What do a serious look and a dishpan have in common?
Plenty. The word "pan" has been used since the 19th century to mean "the face," possibly because the human face is broad and shallow like a dishpan. Add the word "dead," and a deadpan look would be one that's so broadly unanimated as to have not even a twinkle of expression.
In the past few hundred years, however, this common word for a "poker face" (the card game, not the fireplace tool) has moved beyond the visage. A deadpan news story is similarly lifeless - and don't expect any humor or feeling in someone's deadpan remarks.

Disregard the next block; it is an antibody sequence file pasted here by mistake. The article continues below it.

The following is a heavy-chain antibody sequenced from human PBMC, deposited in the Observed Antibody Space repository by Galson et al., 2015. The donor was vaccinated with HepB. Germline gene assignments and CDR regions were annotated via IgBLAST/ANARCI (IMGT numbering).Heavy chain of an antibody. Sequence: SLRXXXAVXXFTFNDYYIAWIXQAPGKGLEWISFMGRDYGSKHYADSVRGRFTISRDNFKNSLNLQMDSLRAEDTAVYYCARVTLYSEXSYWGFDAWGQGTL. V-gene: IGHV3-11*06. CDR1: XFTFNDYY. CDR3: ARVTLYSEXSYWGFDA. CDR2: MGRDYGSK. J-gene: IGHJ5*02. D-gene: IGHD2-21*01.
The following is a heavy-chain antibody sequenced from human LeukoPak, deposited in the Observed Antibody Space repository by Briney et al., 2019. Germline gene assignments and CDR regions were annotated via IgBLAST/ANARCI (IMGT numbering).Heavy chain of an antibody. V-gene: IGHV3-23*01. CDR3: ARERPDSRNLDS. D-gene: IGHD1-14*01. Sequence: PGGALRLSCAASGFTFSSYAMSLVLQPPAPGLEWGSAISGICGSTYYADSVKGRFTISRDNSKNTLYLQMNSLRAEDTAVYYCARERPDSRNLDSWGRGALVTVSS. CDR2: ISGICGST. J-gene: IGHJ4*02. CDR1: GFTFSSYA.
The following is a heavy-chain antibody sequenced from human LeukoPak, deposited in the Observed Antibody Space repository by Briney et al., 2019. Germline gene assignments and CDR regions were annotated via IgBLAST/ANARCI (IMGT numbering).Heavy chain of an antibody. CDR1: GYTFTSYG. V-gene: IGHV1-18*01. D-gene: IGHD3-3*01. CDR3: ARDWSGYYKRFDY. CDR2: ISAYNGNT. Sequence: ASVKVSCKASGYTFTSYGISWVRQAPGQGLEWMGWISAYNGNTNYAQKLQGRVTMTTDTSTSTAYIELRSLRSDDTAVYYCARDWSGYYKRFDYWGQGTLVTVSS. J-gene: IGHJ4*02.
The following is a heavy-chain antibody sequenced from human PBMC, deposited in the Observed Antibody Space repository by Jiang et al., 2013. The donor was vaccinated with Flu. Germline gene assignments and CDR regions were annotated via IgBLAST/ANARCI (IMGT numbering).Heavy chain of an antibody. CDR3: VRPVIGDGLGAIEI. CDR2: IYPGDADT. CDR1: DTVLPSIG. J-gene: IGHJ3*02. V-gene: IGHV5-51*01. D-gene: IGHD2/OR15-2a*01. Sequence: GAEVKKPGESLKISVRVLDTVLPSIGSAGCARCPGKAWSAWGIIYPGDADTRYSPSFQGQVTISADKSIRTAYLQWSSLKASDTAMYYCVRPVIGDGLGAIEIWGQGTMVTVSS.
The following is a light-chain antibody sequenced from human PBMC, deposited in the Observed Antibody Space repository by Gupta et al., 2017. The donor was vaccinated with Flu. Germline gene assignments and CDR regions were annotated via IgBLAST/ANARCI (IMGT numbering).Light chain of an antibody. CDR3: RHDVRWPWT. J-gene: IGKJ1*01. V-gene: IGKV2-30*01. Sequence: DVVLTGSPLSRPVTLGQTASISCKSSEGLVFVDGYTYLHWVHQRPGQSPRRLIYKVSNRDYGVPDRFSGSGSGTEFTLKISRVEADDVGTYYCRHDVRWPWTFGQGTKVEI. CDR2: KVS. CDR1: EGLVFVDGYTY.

SOURCES: 'The Encyclopedia of Word and Phrase Origins,' by Robert Hendrickson; Webster's Dictionary; The World Book Dictionary; 'The Random House Dictionary of the English Language.'